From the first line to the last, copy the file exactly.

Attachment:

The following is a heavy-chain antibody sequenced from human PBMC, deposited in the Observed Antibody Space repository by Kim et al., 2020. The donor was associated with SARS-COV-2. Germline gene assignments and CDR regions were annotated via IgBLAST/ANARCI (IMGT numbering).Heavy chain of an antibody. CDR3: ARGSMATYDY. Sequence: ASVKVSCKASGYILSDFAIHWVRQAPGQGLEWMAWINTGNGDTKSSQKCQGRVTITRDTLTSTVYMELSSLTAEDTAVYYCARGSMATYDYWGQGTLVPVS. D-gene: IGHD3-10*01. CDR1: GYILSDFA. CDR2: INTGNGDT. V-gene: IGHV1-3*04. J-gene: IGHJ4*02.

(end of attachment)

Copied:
The following is a heavy-chain antibody sequenced from human PBMC, deposited in the Observed Antibody Space repository by Kim et al., 2020. The donor was associated with SARS-COV-2. Germline gene assignments and CDR regions were annotated via IgBLAST/ANARCI (IMGT numbering).Heavy chain of an antibody. CDR3: ARGSMATYDY. Sequence: ASVKVSCKASGYILSDFAIHWVRQAPGQGLEWMAWINTGNGDTKSSQKCQGRVTITRDTLTSTVYMELSSLTAEDTAVYYCARGSMATYDYWGQGTLVPVS. D-gene: IGHD3-10*01. CDR1: GYILSDFA. CDR2: INTGNGDT. V-gene: IGHV1-3*04. J-gene: IGHJ4*02.